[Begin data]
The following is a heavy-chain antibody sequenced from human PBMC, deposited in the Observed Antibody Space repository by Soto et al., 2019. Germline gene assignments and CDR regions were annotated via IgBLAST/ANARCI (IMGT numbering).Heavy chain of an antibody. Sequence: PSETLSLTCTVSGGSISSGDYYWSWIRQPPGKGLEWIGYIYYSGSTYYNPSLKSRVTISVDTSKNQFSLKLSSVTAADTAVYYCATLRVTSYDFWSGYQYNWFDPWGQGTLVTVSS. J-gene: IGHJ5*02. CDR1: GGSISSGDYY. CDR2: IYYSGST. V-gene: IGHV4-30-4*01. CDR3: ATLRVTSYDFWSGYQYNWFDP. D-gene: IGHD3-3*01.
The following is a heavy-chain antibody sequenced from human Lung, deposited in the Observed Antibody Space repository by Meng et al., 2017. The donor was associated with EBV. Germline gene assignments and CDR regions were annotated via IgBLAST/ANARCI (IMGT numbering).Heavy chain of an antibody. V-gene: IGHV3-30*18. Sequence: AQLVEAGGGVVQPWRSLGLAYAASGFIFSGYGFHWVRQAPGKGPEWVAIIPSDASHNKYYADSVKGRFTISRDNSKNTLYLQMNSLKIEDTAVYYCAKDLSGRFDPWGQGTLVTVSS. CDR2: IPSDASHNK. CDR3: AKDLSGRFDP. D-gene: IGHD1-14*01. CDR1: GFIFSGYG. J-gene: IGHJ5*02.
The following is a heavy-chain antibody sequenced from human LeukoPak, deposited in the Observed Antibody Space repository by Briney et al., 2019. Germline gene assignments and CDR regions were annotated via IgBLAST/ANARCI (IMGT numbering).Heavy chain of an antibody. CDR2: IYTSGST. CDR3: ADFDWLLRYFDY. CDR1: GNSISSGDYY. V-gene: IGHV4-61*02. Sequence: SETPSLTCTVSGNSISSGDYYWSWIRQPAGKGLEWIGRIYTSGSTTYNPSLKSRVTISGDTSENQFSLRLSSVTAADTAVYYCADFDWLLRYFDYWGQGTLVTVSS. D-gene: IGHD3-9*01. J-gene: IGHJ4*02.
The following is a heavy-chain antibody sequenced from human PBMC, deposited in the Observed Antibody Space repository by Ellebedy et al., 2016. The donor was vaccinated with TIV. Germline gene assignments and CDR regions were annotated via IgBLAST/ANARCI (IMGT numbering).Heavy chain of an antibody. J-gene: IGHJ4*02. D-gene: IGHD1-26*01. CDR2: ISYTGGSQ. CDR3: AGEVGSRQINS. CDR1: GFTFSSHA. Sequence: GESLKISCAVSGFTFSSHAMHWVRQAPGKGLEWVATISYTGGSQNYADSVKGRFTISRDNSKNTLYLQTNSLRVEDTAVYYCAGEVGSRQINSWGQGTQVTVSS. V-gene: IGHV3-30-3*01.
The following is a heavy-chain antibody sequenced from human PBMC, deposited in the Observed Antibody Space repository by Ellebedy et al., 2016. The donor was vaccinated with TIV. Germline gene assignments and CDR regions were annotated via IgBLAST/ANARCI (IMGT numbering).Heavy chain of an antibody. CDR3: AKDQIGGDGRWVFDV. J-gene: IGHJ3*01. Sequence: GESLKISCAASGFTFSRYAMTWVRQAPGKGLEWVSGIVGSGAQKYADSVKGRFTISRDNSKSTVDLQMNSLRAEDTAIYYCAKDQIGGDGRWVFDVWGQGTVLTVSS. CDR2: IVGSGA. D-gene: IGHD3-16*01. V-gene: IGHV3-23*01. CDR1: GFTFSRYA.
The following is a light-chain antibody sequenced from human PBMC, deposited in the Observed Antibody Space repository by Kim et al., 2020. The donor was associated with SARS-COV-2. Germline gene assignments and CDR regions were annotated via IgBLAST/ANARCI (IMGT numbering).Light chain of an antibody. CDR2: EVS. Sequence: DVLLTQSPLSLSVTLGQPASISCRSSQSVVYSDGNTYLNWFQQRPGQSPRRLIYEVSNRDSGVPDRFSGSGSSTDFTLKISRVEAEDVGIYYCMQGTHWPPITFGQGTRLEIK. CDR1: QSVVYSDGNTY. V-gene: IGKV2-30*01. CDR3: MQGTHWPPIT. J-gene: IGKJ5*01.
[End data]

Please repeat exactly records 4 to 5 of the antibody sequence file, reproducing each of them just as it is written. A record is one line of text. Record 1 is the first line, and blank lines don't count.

The following is a heavy-chain antibody sequenced from human PBMC, deposited in the Observed Antibody Space repository by Ellebedy et al., 2016. The donor was vaccinated with TIV. Germline gene assignments and CDR regions were annotated via IgBLAST/ANARCI (IMGT numbering).Heavy chain of an antibody. J-gene: IGHJ4*02. D-gene: IGHD1-26*01. CDR2: ISYTGGSQ. CDR3: AGEVGSRQINS. CDR1: GFTFSSHA. Sequence: GESLKISCAVSGFTFSSHAMHWVRQAPGKGLEWVATISYTGGSQNYADSVKGRFTISRDNSKNTLYLQTNSLRVEDTAVYYCAGEVGSRQINSWGQGTQVTVSS. V-gene: IGHV3-30-3*01.
The following is a heavy-chain antibody sequenced from human PBMC, deposited in the Observed Antibody Space repository by Ellebedy et al., 2016. The donor was vaccinated with TIV. Germline gene assignments and CDR regions were annotated via IgBLAST/ANARCI (IMGT numbering).Heavy chain of an antibody. CDR3: AKDQIGGDGRWVFDV. J-gene: IGHJ3*01. Sequence: GESLKISCAASGFTFSRYAMTWVRQAPGKGLEWVSGIVGSGAQKYADSVKGRFTISRDNSKSTVDLQMNSLRAEDTAIYYCAKDQIGGDGRWVFDVWGQGTVLTVSS. CDR2: IVGSGA. D-gene: IGHD3-16*01. V-gene: IGHV3-23*01. CDR1: GFTFSRYA.